Duilongdeqing County was founded in September 1959, and in February 1960 expanded to include the western suburbs of Lhasa.[7] The county has been rapidly urbanizing. In January 2015 the county government was preparing to upgrade Doilungdêqên into Lhasa's second urban district.[8] The county has jurisdiction over two towns and five townships, covering thirty-five administrative villages. The seat of government is in the town of Donggar.[1] This is just 14 kilometres (8.7 mi) from downtown Lhasa.[3] Divisions are:[1]

Economy[edit]

Nomad camp above Tsurphu Gompa in 1993

Until the 1980s almost all of the rural residents farmed and raised livestock. After reform and an open policy were adopted, growing numbers began to move into industry, construction, transport, commerce and more skilled occupations.[9] In the mid-1980s many local factories and processing plants were built at the village level, but most of them failed to survive. The construction force grew in the 1980s to meet demand for "43 engineering projects" in Lhasa, and construction remained an important source of employment in the late 1990s. At the same time, inefficient traditional farming and herding practices were replaced by more modern techniques.[10]

The economy is still dominated by agriculture. Vegetable production is an important industry in Donggar.[7] Other agricultural products include wheat, spring wheat, barley, peas, beans and potatoes. Livestock includes zaks, sheep, goats and poultry. The main mineral resources are coal, iron, clay, lead and zinc.[1]

Communications[edit]

The Qinghai–Tibet Railway runs through the county beside the Qinghai–Tibet Highway (China National Highway 318) from northeast to southwest. The county is crossed by China National Highway 109 in the south.[5] 47 other roads have a total length of 270 kilometres (170 mi).[7] Lhasa Railway Station is in Liuwu township.[11] The terminus of the Qinghai–Tibet line, it is over 3,600 metres (11,800 ft) above sea level, and is its largest passenger transport station. It includes a clinic with oxygen treatment facilities. The station uses solar energy for heating.[12]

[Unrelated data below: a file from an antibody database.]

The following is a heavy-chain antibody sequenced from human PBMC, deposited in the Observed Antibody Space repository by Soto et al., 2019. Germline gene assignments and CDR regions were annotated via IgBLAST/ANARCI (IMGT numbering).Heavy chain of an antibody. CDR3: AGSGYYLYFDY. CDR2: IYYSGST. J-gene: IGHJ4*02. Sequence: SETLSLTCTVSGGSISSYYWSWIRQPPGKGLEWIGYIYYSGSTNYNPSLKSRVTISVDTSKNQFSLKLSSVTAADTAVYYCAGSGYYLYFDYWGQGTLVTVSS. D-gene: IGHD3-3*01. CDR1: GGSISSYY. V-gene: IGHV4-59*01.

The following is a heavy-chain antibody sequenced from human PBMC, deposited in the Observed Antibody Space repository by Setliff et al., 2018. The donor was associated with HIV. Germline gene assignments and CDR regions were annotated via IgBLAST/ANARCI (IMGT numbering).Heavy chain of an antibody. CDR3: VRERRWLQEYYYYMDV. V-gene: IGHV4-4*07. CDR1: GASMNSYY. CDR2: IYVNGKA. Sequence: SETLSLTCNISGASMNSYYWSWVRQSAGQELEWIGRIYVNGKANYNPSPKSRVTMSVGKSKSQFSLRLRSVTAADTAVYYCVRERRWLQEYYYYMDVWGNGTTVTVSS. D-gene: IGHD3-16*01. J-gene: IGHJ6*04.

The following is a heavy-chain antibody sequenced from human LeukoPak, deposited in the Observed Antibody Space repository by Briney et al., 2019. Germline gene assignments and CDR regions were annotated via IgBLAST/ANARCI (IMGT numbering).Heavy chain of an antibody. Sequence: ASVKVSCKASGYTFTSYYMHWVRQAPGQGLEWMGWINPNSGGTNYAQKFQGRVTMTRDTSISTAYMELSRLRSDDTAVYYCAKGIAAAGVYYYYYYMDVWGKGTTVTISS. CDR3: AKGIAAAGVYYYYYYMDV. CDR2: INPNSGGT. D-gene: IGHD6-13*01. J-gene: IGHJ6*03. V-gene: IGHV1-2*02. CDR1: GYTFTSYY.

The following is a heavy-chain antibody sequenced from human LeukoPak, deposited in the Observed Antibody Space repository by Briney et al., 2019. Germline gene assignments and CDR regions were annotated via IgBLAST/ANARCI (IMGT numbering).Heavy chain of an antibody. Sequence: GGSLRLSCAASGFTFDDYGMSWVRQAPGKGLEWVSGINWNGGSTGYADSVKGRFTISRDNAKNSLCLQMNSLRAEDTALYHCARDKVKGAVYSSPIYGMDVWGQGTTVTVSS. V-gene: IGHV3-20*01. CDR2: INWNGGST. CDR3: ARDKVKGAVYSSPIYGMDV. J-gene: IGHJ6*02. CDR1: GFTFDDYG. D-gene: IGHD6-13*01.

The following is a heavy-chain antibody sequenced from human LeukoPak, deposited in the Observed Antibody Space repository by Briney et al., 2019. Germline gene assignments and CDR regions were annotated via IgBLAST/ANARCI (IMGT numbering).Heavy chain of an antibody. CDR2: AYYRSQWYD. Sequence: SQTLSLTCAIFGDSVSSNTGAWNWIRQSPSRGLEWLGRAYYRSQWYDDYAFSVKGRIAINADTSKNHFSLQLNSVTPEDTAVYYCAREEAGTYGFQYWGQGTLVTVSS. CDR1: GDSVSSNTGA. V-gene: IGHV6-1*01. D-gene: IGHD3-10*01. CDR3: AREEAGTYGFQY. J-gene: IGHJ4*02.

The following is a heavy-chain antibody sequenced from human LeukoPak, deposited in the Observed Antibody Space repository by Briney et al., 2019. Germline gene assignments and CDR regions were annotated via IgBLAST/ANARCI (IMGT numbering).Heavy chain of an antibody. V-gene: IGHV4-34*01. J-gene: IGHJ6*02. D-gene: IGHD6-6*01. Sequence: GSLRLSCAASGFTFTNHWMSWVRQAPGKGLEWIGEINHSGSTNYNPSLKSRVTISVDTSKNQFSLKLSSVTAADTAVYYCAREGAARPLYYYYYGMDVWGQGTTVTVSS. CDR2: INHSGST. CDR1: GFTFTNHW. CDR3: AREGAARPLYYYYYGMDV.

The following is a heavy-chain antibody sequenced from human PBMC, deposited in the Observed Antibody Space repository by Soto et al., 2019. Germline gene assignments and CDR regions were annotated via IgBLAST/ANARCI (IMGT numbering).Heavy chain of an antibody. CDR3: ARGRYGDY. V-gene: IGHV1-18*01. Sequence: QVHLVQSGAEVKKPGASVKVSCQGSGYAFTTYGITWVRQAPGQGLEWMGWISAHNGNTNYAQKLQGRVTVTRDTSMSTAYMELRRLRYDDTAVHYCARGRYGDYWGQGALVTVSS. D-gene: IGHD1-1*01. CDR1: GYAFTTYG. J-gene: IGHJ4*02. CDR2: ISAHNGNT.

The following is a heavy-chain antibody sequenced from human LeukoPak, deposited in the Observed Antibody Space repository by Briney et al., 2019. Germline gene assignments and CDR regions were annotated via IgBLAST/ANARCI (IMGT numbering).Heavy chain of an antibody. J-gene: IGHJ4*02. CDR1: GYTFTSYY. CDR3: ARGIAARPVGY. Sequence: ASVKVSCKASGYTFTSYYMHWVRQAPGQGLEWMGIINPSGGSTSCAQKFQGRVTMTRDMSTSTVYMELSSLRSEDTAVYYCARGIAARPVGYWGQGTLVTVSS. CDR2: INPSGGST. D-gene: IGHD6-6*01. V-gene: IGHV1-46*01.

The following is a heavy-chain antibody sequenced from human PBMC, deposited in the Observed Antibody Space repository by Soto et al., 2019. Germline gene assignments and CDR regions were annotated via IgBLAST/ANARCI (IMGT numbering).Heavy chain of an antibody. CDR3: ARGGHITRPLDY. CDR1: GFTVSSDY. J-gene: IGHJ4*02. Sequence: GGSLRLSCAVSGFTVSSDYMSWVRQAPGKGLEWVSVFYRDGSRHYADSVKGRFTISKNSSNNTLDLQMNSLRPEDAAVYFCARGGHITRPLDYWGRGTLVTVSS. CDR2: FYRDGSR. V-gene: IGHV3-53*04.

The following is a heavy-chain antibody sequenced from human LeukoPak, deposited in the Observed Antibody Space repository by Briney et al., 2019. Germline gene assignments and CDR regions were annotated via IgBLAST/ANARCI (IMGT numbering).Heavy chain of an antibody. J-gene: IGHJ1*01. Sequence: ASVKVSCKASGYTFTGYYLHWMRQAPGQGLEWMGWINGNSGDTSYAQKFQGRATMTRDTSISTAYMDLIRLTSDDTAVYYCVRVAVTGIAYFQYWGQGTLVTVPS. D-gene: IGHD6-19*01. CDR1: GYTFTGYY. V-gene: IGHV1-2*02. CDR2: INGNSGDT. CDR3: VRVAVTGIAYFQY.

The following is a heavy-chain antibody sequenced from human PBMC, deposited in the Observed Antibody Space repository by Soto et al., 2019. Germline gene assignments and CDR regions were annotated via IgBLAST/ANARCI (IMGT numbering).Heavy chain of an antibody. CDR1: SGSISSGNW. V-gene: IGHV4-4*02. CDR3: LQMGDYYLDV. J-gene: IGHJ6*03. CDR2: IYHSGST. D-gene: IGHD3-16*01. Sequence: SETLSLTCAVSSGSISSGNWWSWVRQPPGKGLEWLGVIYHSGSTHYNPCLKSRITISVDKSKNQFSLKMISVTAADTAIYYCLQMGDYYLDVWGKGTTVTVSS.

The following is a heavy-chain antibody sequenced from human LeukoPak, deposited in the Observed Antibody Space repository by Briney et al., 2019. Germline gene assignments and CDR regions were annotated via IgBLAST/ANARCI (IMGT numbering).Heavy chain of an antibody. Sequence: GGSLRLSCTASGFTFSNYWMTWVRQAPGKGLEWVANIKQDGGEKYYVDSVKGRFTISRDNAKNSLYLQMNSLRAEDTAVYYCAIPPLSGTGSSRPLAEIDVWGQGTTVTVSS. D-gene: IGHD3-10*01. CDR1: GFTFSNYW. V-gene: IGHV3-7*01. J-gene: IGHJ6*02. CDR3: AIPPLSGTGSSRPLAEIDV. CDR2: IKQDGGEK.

Landmarks[edit]

The best-known landmark is Tsurphu Monastery, built in 1189 and treated as a regional cultural relic reserve.[2] The monastery was founded by Düsum Khyenpa, 1st Karmapa Lama, founder of Karma Kagyu school. It is the main Kagyu temple.[7] The Nechung Monastery, former home of the Nechung Oracle, is located in Naiquong township.[13] Nechung was built by the 5th Dalai Lama (1617–82).[14] Nechung was almost completely destroyed during the Cultural Revolution but has been largely restored. There is a huge new statue of Guru Rinpoche (Padmasambhava) on the second floor.[15] There are also hot springs that are said to have various curative powers.[7]

A prehistoric site was found in 2007 in a location where sand was being quarried at Chang Village in Yabda Township at 3,642 metres (11,949 ft) above sea level, about 18 kilometres (11 mi) west of Lhasa. The site was protected pending formal excavation. A layer about 15 to 30 centimetres (5.9 to 11.8 in) thick contained charcoal, ash, animal bones, pottery and stone tools. The site appears to be 3600–3000 years old.[16]

See also[edit]

References[edit]

  1. ^ Another source says that in Tibetan Duilong means "legendary" and Deqing means "the seventh heaven"[2] Yet another says the name means "Joy on the Heights".[3]

Sources[edit]